WASHINGTON — Three survivors of the Las Vegas shooting appeared Wednesday at the first congressional hearing on “bump stocks” as a federal agency announced it would review legal classification of the devices.
Heather Gooze, a bartender at the Route 91 Harvest concert, of Las Vegas, recalled her “own night of terror” as she testified before the Senate Judiciary Committee in support of a bill to ban bump stocks, which accelerate the rate of semiautomatic rifle fire to near that of automatic weapons. The Las Vegas shooter used bump stocks Oct. 1 while firing at concertgoers from a 32nd-floor suite at Mandalay Bay.
“Those devices are not for hunting. They are not for target practice. They are for hurting people. And they have no place in our general society,’’ said Gooze, who traveled to Washington with two other survivors, Christine Caria of Las Vegas and Heather Sallan of Reno.
Her plea preceded a heartbreaking account of the night of the shooting, and how she helped a Canadian victim carried out on a ladder used as a makeshift stretcher.
Covered with blood, Gooze stayed with the man until he died, and then spoke on his cellphone to his family and friends, telling them the grim news. A stranger, helping a stranger.
Why did she stay with a deceased man until his body was taken away by authorities?
“I still don’t know. I am not that strong. I am not that special. I am not that honorable. But something wouldn’t let me run that night, and something compelled me to help,” she said, breaking down in tears and sobs.
Thomas Brandon, acting director of the Bureau of Alcohol, Tobacco, Firearms and Explosives, said his agency began a review Monday of the classification of bump stocks to determine whether they should be regulated like machine guns.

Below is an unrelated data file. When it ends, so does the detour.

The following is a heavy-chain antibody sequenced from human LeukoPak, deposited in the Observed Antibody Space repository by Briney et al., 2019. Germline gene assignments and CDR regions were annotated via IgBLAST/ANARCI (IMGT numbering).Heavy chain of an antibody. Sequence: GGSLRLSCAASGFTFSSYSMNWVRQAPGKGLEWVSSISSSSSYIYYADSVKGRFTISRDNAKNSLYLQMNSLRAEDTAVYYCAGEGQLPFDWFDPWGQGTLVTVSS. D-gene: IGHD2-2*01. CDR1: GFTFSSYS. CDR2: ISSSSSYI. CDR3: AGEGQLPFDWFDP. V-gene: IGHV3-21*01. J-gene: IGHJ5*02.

The ATF decided to review the classification in the aftermath of the Las Vegas shooting, Brandon said.
“Those lives lost really hit everybody’s heart,” Brandon said.
A monthslong review would determine whether ATF has the authority to regulate bump stocks. The ATF determined during the Obama administration that it did not have the authority as the devices were determined to be legal accessories.
Republican and Democratic lawmakers have sought an ATF review.
Preventing mass shootings
Chairman Charles Grassley, R-Iowa, called the Judiciary hearing to examine legislative measures to prevent mass shootings like the Oct. 1 Las Vegas tragedy and the Nov. 5 killing of parishioners at a church in Sutherland Springs, Texas.
“Violent acts by evil men,” Grassley said.
The committee is considering two bills, one that would outlaw bump stocks and one to strengthen reporting to the FBI database used in gun purchase background checks.
Sen. Dianne Feinstein, D-Calif., the ranking Democrat on the panel, has filed a bill that would outlaw bump stocks, trigger cranks and other devices with a classification similar to that of machine guns in the National Firearms Act.
Critics of the Feinstein bill say the legislation is too broad and would violate constitutional rights.
The firearms act outlawed machine guns following the St. Valentine’s Day massacre in Chicago when mobsters used Thompson submachine guns, or “Tommy guns” to kill rivals in a gruesome mass killing.
Feinstein said bump stocks accelerate the rate of semiautomatic weapons to up to 700 rounds per minute. She said at least 12 of the devices were used in Las Vegas to fire 1,100 rounds in less than 10 minutes.
The burst of bullets fired from the 32nd floor at the Mandalay Bay and into the crowd of 22,000 concertgoers below left 58 dead and more than 500 people injured. It is the worst mass shooting in modern U.S. history.
Sen. Catherine Cortez Masto, D-Nev., a co-sponsor of the Feinstein bill, said the devices should be taken off the streets.